.5

CHEM 499 Seminar and Research in Chemistry

Introduction to chemical research and current chemical literature; initiate and pursue investigation of a specific topic in chemistry or chemical education. Oral and written reports are required. Repeatable.

1-3

CHIN 101 Elementary Chinese I

Emphasis on elementary oral/aural skills through conversational exchanges in Mandarin Chinese relating to everyday culture. For students with little or no prior knowledge of Chinese. (LAC)

5

CHIN 102 Elementary Chinese II

Prerequisite: CHIN 101 or equivalent. Oral/aural skills in Mandarin Chinese are coupled with writing and character recognition related to practical knowledge of everyday culture. (LAC)

5

CHIN 116 Introduction to Chinese Civilization

Prerequisite: none. Become familiar with the culture and society of Modern China through an interdisciplinary examination of China's past. Conducted in English. (LAC)

3

CHIN 201 Intermediate Chinese I

Prerequisite: CHIN 102 or equivalent. Review language structure and develop reading and writing skills. Gain vocabulary through conversational practice on topics of cultural and literary interest. (LAC, gtP)

3

CHIN 202 Intermediate Chinese II

Prerequisite: CHIN 201 or equivalent. Review language structure and develop reading and writing skills. Gain vocabulary through conversational practice on topics of cultural and literary interest. (LAC, gtP)

3

CHIN 216 Masterpieces in Chinese Literature

Study major works in Chinese literature. Become familiar with different genres and major writers of Chinese literary tradition, and situate the literature within its social and historical contexts. Conducted in English. (LAC, gtP)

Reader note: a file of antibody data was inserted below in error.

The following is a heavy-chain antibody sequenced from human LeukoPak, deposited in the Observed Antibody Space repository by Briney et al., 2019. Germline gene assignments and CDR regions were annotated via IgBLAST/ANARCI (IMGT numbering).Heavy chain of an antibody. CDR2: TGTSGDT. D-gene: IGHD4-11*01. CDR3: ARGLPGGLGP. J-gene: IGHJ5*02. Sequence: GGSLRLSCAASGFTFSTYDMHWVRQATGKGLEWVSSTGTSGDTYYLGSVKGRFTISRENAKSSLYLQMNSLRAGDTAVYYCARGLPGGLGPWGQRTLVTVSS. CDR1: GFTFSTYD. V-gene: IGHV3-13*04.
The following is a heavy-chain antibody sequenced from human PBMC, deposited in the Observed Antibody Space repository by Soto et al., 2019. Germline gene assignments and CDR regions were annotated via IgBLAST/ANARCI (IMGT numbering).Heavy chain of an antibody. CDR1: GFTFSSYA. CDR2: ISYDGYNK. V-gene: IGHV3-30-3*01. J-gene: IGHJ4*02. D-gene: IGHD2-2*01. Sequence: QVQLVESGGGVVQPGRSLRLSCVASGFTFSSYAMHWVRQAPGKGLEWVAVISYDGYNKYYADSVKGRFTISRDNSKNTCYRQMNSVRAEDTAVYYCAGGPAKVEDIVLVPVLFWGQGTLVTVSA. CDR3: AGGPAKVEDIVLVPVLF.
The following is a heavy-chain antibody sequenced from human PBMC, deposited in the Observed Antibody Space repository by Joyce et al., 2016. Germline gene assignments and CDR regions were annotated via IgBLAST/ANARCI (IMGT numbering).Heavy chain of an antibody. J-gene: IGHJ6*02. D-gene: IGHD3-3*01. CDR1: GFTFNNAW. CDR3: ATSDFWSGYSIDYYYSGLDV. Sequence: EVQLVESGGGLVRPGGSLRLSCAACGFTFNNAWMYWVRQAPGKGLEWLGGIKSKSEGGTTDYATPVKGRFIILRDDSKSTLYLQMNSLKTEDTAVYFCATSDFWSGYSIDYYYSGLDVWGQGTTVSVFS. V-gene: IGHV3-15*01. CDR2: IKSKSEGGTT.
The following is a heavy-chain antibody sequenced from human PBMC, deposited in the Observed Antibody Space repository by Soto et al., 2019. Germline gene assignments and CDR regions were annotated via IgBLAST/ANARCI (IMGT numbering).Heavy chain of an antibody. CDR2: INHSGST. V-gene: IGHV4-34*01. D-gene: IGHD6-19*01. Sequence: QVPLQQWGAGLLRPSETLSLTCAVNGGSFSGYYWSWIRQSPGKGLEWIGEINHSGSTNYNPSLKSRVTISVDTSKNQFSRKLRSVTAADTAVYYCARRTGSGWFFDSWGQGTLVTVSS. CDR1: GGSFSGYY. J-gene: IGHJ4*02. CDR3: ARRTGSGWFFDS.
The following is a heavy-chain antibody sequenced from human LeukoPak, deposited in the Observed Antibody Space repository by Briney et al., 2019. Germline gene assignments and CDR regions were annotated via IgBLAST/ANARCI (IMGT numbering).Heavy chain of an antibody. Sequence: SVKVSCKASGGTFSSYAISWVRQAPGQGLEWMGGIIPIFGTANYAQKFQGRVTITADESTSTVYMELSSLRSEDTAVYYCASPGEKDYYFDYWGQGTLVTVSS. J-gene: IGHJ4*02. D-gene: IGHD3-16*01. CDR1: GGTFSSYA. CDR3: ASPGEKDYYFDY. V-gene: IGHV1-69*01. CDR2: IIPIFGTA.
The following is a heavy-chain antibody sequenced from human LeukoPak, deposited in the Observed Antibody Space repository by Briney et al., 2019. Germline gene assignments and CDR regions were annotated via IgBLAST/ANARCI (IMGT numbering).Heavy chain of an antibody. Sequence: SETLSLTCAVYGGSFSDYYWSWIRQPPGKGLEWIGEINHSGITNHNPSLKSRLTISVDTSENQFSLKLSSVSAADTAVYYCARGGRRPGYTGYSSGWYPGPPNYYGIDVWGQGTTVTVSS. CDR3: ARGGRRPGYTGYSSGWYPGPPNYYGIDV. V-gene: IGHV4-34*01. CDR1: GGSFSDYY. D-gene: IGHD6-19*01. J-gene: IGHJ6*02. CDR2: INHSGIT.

3

CHIN 301 China and the Chinese I

Prerequisite: CHIN 202 or equivalent. Develop advanced language skills in Chinese using a variety of authentic texts. Practice writing and conversation.

3

CHIN 302 China and the Chinese II

Prerequisite: CHIN 301 or equivalent. Acquire advanced skills in Chinese using authentic texts and media. Learn composition and advanced conversation.

3

CHIN 311 Introduction to Literary Chinese

Prerequisite: CHIN 202 or equivalent. Develop skills to read and translate texts using literary Chinese. Become familiar with traditional Chinese civilization. Taught in Chinese and English.

3

CHIN 312 Readings in Literary Chinese

Prerequisite: CHIN 311 or equivalent. Continue developing skills in literary Chinese. Increase breadth and depth of understanding of Chinese language and culture. Taught in Chinese and English.

3

CHIN 395 Topics in Modern China

Prerequisite: CHIN 202 or equivalent, or instructor consent. Study thematically related topics of the modern Chinese-speaking world. Subjects include identity, politics, Chinese Diaspora and immigration/emigration, history, and Chinese society through film, literature, historical and cultural texts. Repeatable under different subtitles.

3

CHIN 407 Chinese for Oral Proficiency

Prerequisite: CHIN 202 or equivalent. This course develops oral proficiency by exposing students to linguistic functions categorized as intermediate-high and advanced by ACTFL proficiency guidelines. This course prepares students for the oral proficiency interview.

3

CHIN 422 Directed Studies

Individualized investigation under the direct supervision of a faculty member. (Minimum of 37.5 clock hours required per credit hour.) Repeatable, maximum concurrent enrollment is two times.

1-4

CHIN 450 Modern Chinese Literature